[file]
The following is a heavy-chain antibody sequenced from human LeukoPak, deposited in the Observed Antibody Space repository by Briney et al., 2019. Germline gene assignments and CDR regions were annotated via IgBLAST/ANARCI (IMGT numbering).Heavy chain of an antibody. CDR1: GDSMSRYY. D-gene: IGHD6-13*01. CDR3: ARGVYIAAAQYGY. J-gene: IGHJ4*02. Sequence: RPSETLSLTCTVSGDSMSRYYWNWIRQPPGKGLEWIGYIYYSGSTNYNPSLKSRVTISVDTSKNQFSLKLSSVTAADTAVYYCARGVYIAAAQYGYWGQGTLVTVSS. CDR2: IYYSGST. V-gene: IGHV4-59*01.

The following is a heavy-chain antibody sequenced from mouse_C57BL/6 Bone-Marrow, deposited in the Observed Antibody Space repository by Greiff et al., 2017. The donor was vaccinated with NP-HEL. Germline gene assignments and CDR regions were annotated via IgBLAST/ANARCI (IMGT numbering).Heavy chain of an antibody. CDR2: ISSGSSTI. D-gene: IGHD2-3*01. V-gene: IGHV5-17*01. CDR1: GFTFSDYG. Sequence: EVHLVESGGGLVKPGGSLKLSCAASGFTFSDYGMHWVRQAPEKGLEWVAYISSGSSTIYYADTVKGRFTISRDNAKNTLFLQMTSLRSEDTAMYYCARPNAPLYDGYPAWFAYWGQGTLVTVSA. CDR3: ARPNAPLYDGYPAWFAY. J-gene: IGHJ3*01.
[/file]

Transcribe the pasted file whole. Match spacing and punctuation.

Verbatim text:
The following is a heavy-chain antibody sequenced from human LeukoPak, deposited in the Observed Antibody Space repository by Briney et al., 2019. Germline gene assignments and CDR regions were annotated via IgBLAST/ANARCI (IMGT numbering).Heavy chain of an antibody. CDR1: GDSMSRYY. D-gene: IGHD6-13*01. CDR3: ARGVYIAAAQYGY. J-gene: IGHJ4*02. Sequence: RPSETLSLTCTVSGDSMSRYYWNWIRQPPGKGLEWIGYIYYSGSTNYNPSLKSRVTISVDTSKNQFSLKLSSVTAADTAVYYCARGVYIAAAQYGYWGQGTLVTVSS. CDR2: IYYSGST. V-gene: IGHV4-59*01.

The following is a heavy-chain antibody sequenced from mouse_C57BL/6 Bone-Marrow, deposited in the Observed Antibody Space repository by Greiff et al., 2017. The donor was vaccinated with NP-HEL. Germline gene assignments and CDR regions were annotated via IgBLAST/ANARCI (IMGT numbering).Heavy chain of an antibody. CDR2: ISSGSSTI. D-gene: IGHD2-3*01. V-gene: IGHV5-17*01. CDR1: GFTFSDYG. Sequence: EVHLVESGGGLVKPGGSLKLSCAASGFTFSDYGMHWVRQAPEKGLEWVAYISSGSSTIYYADTVKGRFTISRDNAKNTLFLQMTSLRSEDTAMYYCARPNAPLYDGYPAWFAYWGQGTLVTVSA. CDR3: ARPNAPLYDGYPAWFAY. J-gene: IGHJ3*01.